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Randomized Trial of a Supportive Psychotherapy for Parents of Adolescents and Young Adults With Hematologic Malignancies

Michael Koehler, Susanne Hoppe, Siegfried Kropf, Anke Lux, Rainer Bartsch, Bernhard Holzner, Juergen Krauter, Axel Florschütz, Kathleen Jentsch-Ullrich, Joerg Frommer, Hans-Henning Flechtner, and Thomas Fischer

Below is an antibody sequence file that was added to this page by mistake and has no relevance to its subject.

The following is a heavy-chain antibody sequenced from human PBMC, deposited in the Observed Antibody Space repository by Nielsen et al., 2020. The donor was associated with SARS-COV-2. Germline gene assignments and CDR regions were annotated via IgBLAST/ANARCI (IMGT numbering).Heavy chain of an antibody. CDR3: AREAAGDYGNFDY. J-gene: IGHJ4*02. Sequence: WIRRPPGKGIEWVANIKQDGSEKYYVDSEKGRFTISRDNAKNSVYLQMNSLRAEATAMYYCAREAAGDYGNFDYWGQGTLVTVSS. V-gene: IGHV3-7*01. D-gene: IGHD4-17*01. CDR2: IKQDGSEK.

Background: Cancer regularly disrupts health and developmental trajectories in adolescents and young adults (AYAs). Parents have been shown to have a substantial impact on the health and cancer survivorship activities of AYA patients in the form of symptom management. However, no randomized controlled trial has evaluated a coping support intervention (CSI) program for parents of AYAs with cancer aged 18 to 40 years. Patients and Methods: From November 30, 2012, to August 29, 2016, parents of AYAs with hematologic malignancies were randomized in a phase III controlled trial (1:1 ratio, stratified sampling) to either the research-based CSI AYA-Parents group (CSI group; n=82) or the standard care (SC) group (n=70). CSI consisted of 5 sessions to achieve the enhancement of parental adaptive coping as the primary outcome (per the adaptive coping scale of the 28-item Brief COPE, a validated multidimensional self-assessment-questionnaire recommended for clinical cancer research). Measures of adaptive coping, depression, and mental health were collected at pre-CSI (measurement date T1), at the end of the intervention sessions (measurement date T2), and at follow-up (3 months). We calculated mean change scores in outcomes and estimated intervention effect sizes (Cohen’s d) for changes from T1 to T2/T3, with 0.2 indicating a small effect, 0.5 a medium effect, and 0.8 a large effect. All statistical tests were 2-sided. Results: In the intention-to-treat analysis, the CSI group significantly improved their adaptive coping compared with the SC group (95% CI, 0.30–2.54; P=.013; d=0.405), whereas adaptive coping in the SC group deteriorated. The CSI group also experienced a significant decrease in depressive symptoms and improved mental health with clinical significance (95% CI, –1.98 to –0.30; P=.008; d=0.433, and 95% CI, –0.19 to 3.97; P=.074; d=0.292, respectively). Sensitivity analyses confirmed the robustness of the main intention-to-treat analysis. Conclusions: CSI improved effectively adaptive coping and depression in parents of AYAs with hematologic malignancies. It may represent a novel family-based approach in AYA oncology care.